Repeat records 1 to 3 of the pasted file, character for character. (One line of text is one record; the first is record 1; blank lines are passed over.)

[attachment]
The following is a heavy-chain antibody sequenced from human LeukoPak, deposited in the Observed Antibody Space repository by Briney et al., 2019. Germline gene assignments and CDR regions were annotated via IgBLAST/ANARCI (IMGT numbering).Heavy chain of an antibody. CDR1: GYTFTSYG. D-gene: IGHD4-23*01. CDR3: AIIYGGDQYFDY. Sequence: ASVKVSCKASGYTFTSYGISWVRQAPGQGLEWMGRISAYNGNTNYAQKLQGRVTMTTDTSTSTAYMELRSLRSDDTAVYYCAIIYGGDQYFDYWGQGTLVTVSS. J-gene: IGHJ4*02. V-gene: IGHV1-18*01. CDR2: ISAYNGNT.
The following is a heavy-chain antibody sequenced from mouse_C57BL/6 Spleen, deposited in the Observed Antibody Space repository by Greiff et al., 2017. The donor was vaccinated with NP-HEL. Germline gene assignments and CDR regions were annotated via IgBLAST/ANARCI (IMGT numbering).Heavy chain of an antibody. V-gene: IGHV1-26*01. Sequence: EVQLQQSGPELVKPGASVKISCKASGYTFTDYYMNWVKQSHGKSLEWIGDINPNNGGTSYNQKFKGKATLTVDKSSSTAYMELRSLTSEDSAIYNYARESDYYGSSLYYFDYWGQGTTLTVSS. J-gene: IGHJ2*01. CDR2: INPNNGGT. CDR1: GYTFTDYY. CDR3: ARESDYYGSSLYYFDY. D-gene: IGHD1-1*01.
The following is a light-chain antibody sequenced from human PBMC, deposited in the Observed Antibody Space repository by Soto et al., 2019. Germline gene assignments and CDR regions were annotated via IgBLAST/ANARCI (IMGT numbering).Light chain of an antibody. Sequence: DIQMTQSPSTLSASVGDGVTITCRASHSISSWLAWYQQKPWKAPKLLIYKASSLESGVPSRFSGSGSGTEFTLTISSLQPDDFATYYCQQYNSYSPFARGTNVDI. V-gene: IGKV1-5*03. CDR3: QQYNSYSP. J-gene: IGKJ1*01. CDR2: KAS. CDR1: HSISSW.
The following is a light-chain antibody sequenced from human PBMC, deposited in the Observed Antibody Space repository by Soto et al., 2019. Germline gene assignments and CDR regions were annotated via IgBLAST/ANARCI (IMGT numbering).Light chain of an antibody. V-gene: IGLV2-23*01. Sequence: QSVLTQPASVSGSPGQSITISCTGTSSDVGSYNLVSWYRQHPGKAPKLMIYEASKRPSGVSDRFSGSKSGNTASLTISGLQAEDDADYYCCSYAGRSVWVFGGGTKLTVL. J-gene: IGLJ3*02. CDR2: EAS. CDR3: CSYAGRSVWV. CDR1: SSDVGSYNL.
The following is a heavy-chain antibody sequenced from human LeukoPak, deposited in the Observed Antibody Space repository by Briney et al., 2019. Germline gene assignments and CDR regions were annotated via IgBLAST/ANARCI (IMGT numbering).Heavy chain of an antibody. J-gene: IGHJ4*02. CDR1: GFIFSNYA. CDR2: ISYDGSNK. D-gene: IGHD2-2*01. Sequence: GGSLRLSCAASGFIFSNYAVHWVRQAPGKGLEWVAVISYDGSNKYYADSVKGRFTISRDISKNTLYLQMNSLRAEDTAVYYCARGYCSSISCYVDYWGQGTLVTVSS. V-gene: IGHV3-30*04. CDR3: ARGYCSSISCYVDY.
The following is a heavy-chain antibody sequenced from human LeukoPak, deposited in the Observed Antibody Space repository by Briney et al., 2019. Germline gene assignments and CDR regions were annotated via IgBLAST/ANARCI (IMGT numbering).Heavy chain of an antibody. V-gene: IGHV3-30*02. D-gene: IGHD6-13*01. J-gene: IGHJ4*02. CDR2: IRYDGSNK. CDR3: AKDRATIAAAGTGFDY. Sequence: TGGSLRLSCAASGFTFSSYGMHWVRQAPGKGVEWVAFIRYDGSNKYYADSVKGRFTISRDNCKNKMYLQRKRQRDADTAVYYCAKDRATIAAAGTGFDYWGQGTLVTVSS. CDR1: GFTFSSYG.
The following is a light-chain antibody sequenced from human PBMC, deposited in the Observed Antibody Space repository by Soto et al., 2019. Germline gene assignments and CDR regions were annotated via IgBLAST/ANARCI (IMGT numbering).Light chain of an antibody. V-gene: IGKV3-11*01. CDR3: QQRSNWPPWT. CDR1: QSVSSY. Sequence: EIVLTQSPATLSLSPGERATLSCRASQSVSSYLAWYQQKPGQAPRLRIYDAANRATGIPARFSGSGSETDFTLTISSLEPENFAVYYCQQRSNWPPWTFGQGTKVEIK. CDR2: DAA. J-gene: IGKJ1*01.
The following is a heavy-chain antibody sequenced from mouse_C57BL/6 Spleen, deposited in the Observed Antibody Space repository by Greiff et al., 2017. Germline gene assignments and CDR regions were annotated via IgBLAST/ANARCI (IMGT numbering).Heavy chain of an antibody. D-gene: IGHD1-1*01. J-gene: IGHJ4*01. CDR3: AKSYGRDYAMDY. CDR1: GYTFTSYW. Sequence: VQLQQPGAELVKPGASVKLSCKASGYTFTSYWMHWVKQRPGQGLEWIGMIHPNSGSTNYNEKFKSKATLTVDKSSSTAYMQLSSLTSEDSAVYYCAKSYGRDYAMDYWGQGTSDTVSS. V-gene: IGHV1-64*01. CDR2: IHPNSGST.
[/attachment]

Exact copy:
The following is a heavy-chain antibody sequenced from human LeukoPak, deposited in the Observed Antibody Space repository by Briney et al., 2019. Germline gene assignments and CDR regions were annotated via IgBLAST/ANARCI (IMGT numbering).Heavy chain of an antibody. CDR1: GYTFTSYG. D-gene: IGHD4-23*01. CDR3: AIIYGGDQYFDY. Sequence: ASVKVSCKASGYTFTSYGISWVRQAPGQGLEWMGRISAYNGNTNYAQKLQGRVTMTTDTSTSTAYMELRSLRSDDTAVYYCAIIYGGDQYFDYWGQGTLVTVSS. J-gene: IGHJ4*02. V-gene: IGHV1-18*01. CDR2: ISAYNGNT.
The following is a heavy-chain antibody sequenced from mouse_C57BL/6 Spleen, deposited in the Observed Antibody Space repository by Greiff et al., 2017. The donor was vaccinated with NP-HEL. Germline gene assignments and CDR regions were annotated via IgBLAST/ANARCI (IMGT numbering).Heavy chain of an antibody. V-gene: IGHV1-26*01. Sequence: EVQLQQSGPELVKPGASVKISCKASGYTFTDYYMNWVKQSHGKSLEWIGDINPNNGGTSYNQKFKGKATLTVDKSSSTAYMELRSLTSEDSAIYNYARESDYYGSSLYYFDYWGQGTTLTVSS. J-gene: IGHJ2*01. CDR2: INPNNGGT. CDR1: GYTFTDYY. CDR3: ARESDYYGSSLYYFDY. D-gene: IGHD1-1*01.
The following is a light-chain antibody sequenced from human PBMC, deposited in the Observed Antibody Space repository by Soto et al., 2019. Germline gene assignments and CDR regions were annotated via IgBLAST/ANARCI (IMGT numbering).Light chain of an antibody. Sequence: DIQMTQSPSTLSASVGDGVTITCRASHSISSWLAWYQQKPWKAPKLLIYKASSLESGVPSRFSGSGSGTEFTLTISSLQPDDFATYYCQQYNSYSPFARGTNVDI. V-gene: IGKV1-5*03. CDR3: QQYNSYSP. J-gene: IGKJ1*01. CDR2: KAS. CDR1: HSISSW.